Arts Roundup: Assassination Vacation Edition
Fables of the Reconstruction: New York Times critic Edward Rothstein gives high marks to Ford's Theatre's new Center for Education and Leadership, which is across the street from the historic venue and attached to the Peterson House, where Abraham Lincoln died. The center traces the aftermath of Lincoln's death and explores the legacy of his presidency and ideas. "The emphasis is not on artifacts, though you can see the ring of keys found on Booth’s body and other objects," Rothstein writes. "But the exhibition succeeds because of a careful narrative, well-chosen images and informative touch screens; the new completes the old."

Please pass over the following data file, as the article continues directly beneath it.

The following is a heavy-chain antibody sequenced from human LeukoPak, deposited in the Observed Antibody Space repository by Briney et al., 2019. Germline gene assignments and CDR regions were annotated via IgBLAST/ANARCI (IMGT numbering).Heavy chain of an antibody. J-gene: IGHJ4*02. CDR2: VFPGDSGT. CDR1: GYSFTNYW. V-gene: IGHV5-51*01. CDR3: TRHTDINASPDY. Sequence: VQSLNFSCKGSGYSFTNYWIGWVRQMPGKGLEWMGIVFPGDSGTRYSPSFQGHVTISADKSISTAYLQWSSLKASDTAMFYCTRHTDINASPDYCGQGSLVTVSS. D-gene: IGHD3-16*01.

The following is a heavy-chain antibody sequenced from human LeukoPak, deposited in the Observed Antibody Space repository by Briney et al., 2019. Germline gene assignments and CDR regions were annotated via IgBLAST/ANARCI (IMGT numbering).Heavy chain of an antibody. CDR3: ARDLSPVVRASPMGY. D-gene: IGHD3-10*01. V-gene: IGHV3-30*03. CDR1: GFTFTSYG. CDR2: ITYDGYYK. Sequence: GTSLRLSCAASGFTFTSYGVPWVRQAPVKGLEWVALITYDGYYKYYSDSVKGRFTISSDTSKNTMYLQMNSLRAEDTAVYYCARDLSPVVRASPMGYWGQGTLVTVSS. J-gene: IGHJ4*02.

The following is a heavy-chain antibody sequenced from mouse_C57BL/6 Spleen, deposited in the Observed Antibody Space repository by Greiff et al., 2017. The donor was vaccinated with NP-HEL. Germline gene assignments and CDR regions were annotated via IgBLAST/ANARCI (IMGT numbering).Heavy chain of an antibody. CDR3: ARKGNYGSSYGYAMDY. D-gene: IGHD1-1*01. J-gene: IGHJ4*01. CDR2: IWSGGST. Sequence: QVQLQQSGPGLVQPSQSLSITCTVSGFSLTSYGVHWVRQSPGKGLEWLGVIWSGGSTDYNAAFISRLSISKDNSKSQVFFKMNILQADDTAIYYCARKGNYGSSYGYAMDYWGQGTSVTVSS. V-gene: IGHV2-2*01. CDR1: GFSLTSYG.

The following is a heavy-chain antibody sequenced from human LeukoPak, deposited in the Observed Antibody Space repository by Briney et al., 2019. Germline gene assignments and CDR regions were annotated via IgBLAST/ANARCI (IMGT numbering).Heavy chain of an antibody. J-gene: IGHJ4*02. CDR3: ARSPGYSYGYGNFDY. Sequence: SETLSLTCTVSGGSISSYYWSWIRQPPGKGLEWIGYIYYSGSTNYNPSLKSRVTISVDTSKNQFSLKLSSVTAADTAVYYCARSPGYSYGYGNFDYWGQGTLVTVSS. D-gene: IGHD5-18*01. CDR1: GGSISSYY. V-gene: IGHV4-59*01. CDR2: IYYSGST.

Downtown Shabby: Downtown has been a musical hub and a gallery destination, but now arts are becoming less and less visible in the area between 4th and 15th streets NW and Pennsylvania and New York Avenues, writes Mark Jenkins in The Washington Post: Some galleries are in office-building lobbies; some properties meet D.C. government's requirement for downtown "arts" space via for-profit museums and restaurants with musical offerings; the multiuse arts space Flashpoint may bolt for an artier (and presumably cheaper) neighborhood when its lease expires next year.
My Love Is Your Love: At Click Track, Chris Richards reflects on on the tragedy of Whitney Houston's death this weekend, which cast a pall—well, kind of—over last night's disjointed Grammy Awards. (Members of the Recording Academy's D.C. chapter didn't do so great there.)